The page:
A LONE hacker stole the personal details of thousands of Australian military staff during an attack he conducted ''for fun''.
The raid, which breached an Australian Defence Force Academy database last month, is one of the worst known cyber attacks on a government organisation in this country.
Several websites linked to the online movement Anonymous now host the stolen information, which includes a mix of names, identification numbers, passwords, email addresses and dates of birth of about 10,000 students and 1900 staff past and present.
Among the victims are hundreds of senior officers in the army, navy and air force, as well as military personnel from other nations who are enrolled at the academy.
The hacker, known only as Darwinare, said he completed his raid within minutes.
He told Fairfax Media he was shocked at the lack of security.
''I know, right, very surprised I didn't get kicked out. So simple, took like three minutes,'' he said in an online message.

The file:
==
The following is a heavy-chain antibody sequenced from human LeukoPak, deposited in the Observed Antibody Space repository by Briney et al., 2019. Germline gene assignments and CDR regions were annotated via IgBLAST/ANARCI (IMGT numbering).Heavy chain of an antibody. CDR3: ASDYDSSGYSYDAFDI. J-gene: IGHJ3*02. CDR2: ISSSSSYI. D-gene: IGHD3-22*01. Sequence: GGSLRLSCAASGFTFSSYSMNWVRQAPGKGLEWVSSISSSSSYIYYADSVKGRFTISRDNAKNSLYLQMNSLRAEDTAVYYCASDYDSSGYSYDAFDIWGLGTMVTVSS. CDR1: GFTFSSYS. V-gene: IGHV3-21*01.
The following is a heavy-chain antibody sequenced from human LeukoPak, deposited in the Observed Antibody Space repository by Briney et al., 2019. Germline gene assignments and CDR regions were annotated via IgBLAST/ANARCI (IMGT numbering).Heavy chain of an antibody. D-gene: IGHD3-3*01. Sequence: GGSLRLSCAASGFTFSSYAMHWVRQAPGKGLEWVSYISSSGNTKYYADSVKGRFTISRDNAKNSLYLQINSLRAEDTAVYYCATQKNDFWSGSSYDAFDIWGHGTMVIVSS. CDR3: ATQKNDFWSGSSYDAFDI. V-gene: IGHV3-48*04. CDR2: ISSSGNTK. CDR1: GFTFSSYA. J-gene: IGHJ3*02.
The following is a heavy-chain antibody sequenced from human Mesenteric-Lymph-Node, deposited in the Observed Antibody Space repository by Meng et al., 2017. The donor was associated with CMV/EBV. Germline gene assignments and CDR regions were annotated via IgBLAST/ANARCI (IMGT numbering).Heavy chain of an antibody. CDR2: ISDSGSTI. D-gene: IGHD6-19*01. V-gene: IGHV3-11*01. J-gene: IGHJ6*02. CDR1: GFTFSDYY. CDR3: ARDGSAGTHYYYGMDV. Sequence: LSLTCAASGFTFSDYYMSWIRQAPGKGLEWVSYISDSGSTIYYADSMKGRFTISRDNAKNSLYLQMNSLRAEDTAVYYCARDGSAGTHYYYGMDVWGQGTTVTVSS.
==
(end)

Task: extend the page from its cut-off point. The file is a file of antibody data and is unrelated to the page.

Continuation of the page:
The University of NSW, which runs the academic courses at ADFA, told students of the attack the day after it was carried out, saying it took ''immediate action to mitigate the impact of this event'''. The university said almost all of the stolen passwords were historical and could not have been used to access emails or other personal information.
However, it warned students to be wary of opening ''suspicious emails'' and said their names and dates of birth ''may be used for attempts at identity theft''.
Darwinare, who describes himself as ''the first black hacker'', has previously breached the networks of online bookstore Amazon and at least two American universities.
When asked why he targeted the university at ADFA, he said: ''Oh, that old thing: I was bored.''